Hemphill, Stephanie. 2007. Your Own Sylvia: A Verse Portrait of Sylvia Plath. New York: Alfred A. Knopf. ISBN – 9780440239680.
Critical Review –
Hemphill captivates the reader with her verse portrait of Sylvia Plath. “The book, although based on real events and real people, is first and foremost a work of fiction” (p. 247). While it is fiction, it is well researched with source notes and a bibliography. Hemphill through her verse poems intimately reveals Sylvia Plath to the reader. Hemphill draws from the poems, letters, journals of Sylvia Plath as well as writings and interviews from those who knew Miss Plath to create a work that is very personal and inviting. For those who might think that Sylvia Plath was an eccentric poetry living outside the real world, Hemphill exposes the real person who had everyday struggles. At the bottom of each poem is a reference note adding biographical details, background information, or poetry notes to help the reader make the full connection.
Hemphill engages the reader through the use of various points of view. Very few of the poems are from Sylvia’s point of view; whereas, most of the poems are from the point of view of those who knew her best, such as, parents, friends, brother, husband, lovers, etc. This technique helps the reader to become intimately involved in Sylvia’s life. Hemphill starts off with poems from Sylvia’s mother and father’s point of view. Then, she moves chronologically through the life of Sylvia from childhood to adolescence to adulthood to death using powerful imagery, poignant figurative language, and foreboding foreshadowing. In several of the poems, Hemphill mimics the style of poems written by Miss Plath. Her careful attention to details emanating from factual events and her emotional appeal with powerful language help the reader to make a lasting personal connection to Sylvia Plath.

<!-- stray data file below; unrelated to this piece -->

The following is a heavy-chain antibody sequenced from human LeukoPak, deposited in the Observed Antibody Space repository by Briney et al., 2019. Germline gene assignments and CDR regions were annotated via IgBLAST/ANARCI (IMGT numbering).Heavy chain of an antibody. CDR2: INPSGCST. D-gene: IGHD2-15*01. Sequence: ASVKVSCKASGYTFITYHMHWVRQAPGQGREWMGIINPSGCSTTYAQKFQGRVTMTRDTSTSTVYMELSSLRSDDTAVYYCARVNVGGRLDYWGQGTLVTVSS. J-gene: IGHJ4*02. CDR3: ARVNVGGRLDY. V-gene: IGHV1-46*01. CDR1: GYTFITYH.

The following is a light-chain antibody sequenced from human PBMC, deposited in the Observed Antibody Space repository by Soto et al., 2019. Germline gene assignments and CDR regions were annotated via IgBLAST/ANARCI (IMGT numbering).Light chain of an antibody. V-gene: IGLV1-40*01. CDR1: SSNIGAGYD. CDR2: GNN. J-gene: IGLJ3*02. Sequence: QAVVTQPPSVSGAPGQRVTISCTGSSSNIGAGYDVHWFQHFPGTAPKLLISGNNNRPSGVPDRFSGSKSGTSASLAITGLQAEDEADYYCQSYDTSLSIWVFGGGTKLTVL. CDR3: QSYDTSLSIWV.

Hemphill masterfully portrays the two sides of Sylvia Plath. On the hand, she is an intellectual success and gifted poet; while on the other hand, she is an extremely troubled young lady. This shows up very early in and continues throughout her life. Hemphill has Ted Hughes, Sylvia’s husband, sum this dueling characteristic in the poem, “What She Left Behind,” (p. 238) when he says, “Her poetry cuts me to the spine,/beautiful and brutal.” In so many ways, Sylvia was beautiful but at the same time emotional brutal. After reading this brilliant work, Sylvia Plath will become the reader’s “Own Sylvia.” Below is a poem from this masterful work.
Imagining Sylvia Plath
In the style of “The Fearful”Her summer is a winter--
Frostbite, gangrene that devours her inside out.
Her wintering is a glass bell--
Frozen crystal tongue without tingle, without chime.
Her glass bell suffocates fireflies, honeybees
Jars them in heat, turns off their little minds.
Her fireflies must be shocked, relit.
Depression oozes from her fingers, softens her brain.
Her brain quiets under the cupboard.
She presses herself inside a wooden cellar box.
The cupboard is a faulty coffin--too many
Breathing holes won't let her be snuffed out.
She broke her mother's locked box
Of pills and swallowed them all.
Broke her mother's heart, but her stomach
Saves her, betrays her, won't keep death down.
More dead than alive, they found her
Blue-tipped but breathing, three days later.
Kid Connection –
To introduce this poem, have the students brainstorm a list of words and images that they associate with depression. Next, have student volunteers read the poem by having a different student read each stanza. Then, have the students share which words and/or images they found the most striking and why. As a follow-up, read the poem, “The Fearful” by Sylvia Plath. Call to their attention that Stephanie Hemphill notes that she is using the style of Miss Plath’s poem. Ask them what stylistic elements are common in both poems.